By Dave Birkett, Detroit Free Press –
DETROIT — Lions great Lem Barney wasn’t diagnosed with his first concussion until years after his Hall of Fame career ended, when an ophthalmologist looked into his eyes and saw spots on his brain.
“(He) told me that he saw where I had at least seven or eight concussions,” Barney said. “One (spot) was as large as a silver dollar, and he said, ‘You were out for a long time.’ And there was about 30 minutes that I was out — down at Tiger Stadium playing against the Bengals. It was just amazing.
“And then the other ones that he saw — I can remember them. The ones I remember fondly was big Rufus Mayes from Ohio State, 6-9, 290, and he put his right knee right in the right temple when I came up to cut him down on a sweep. Next thing I know, it’s like la-la land. Was out for a long time.”
Barney is one of 106 retired players who filed suit against the NFL in Philadelphia federal court in January accusing the league of negligence when it came to treating and diagnosing head injuries. Similar lawsuits have been filed in Florida, Georgia and New York, some of which have been consolidated into one complaint.
The NFL is contesting the allegations, and commissioner Roger Goodell said at the Super Bowl last month the league is pioneering research “to make sure we understand all there is about brain injuries and brain disease.”
Despite his legal claim, Barney, 66, considers himself lucky.
He hasn’t suffered any of the debilitating mental diseases that have disabled many of his peers. He still works full-time in patient relations at Sinai Grace Hospital. And he’s able to deal with the health problems he has — he said he has been diagnosed with nerve conditions that cause tingling in his fingers, hands and forearms and limits him to 3-4 hours of sleep a night — without the help of medicine.
“I call it blessed,” Barney said. “It’s that type of game. It’s a lethal game. Again, as I tell people, ‘Do you miss the game, Lem?’ And sincerely, I don’t miss the game.”
In fact, Barney goes a step further.
“If I look at the game now and I look back on it retrospectively, if I had another choice I’d never played the game, at all, in my life,” he said. “Never. Never. From all-city, all-state, all-conference, all-American, seven times All-Pro, I’m in eight Hall of Fames, it wouldn’t be. It would be golf or tennis. I’m serious. Very serious.”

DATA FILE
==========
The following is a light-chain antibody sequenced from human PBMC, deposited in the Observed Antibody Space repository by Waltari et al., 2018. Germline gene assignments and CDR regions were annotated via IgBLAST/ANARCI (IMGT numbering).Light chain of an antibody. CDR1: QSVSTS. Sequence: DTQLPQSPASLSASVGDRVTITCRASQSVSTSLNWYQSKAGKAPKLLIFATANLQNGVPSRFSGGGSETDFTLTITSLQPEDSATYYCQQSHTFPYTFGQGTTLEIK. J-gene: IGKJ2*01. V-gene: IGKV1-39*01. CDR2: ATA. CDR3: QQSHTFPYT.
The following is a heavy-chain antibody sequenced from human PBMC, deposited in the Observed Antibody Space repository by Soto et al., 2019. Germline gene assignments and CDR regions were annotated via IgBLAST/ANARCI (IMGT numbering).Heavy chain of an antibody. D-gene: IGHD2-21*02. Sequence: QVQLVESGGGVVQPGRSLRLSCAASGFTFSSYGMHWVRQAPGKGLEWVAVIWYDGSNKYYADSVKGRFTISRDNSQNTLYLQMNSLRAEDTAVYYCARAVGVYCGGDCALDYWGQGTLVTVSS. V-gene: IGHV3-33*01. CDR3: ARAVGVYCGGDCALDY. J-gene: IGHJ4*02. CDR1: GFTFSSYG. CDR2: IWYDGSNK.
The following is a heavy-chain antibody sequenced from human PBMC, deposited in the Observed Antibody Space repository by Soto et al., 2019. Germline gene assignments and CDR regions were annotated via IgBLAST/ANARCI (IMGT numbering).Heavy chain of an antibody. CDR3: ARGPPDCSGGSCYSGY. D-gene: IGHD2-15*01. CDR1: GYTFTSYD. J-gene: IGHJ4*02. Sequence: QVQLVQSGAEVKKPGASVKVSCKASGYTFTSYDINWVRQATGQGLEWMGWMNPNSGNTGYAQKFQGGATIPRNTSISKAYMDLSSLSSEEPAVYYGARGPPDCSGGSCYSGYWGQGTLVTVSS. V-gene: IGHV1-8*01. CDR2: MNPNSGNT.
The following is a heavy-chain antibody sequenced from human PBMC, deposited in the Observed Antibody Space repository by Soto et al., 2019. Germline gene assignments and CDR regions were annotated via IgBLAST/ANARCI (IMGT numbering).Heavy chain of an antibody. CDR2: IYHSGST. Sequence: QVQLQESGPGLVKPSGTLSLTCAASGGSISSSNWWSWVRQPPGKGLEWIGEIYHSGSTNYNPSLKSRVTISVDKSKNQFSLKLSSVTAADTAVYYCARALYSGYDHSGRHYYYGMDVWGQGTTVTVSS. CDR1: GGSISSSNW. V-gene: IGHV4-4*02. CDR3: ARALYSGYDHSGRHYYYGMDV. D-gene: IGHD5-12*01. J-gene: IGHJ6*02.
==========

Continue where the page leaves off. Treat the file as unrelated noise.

A standout cornerback in 1967-77 with the Lions, Barney said the term concussion wasn’t used during his playing days.
“I related concussions to boxers,” he said. “I didn’t put one and two together. You get KO’d on the football (field) like getting KO’d in the damn ring, it’s a concussion. I didn’t put that together because, again, no doctors from middle school through high school through college through the league called them concussions. They all called them dingers and stingers.”
Now that he has seen firsthand how dangerous concussions can be, Barney, who testified at a Congressional hearing about the subject two years ago, said he worries about players like Lions running back Jahvid Best.
Best suffered two concussions last year, finished the season on injured reserve and has not been cleared by team doctors to return to football.
Lions general manager Martin Mayhew said Monday at a town hall meeting for season-ticket holders that he has “big plans” for Best this year and is “very optimistic” about his health.
Barney said if he were advising Best, he’d tell him to consider giving up the game.
“If he wants to play again, God bless him, but if he can come back and still be comprehensible and still be able to understand things and still live a real good life,” Barney said. “I would tell him, if he’s going to play, they’ve got to get some kind of special helmet for him because it’s not going to take much longer if he keeps getting those dinger, stinger and bell-ringers as the boxers used to call them, or even the concussions, that he’s going to be around here.
“I would tell him to maybe look at doing something else rather than coming back again after having those back-to-(back) concussions. It’s a dangerous game. Like I said, I don’t have anything against it, I just don’t have anything for it now.”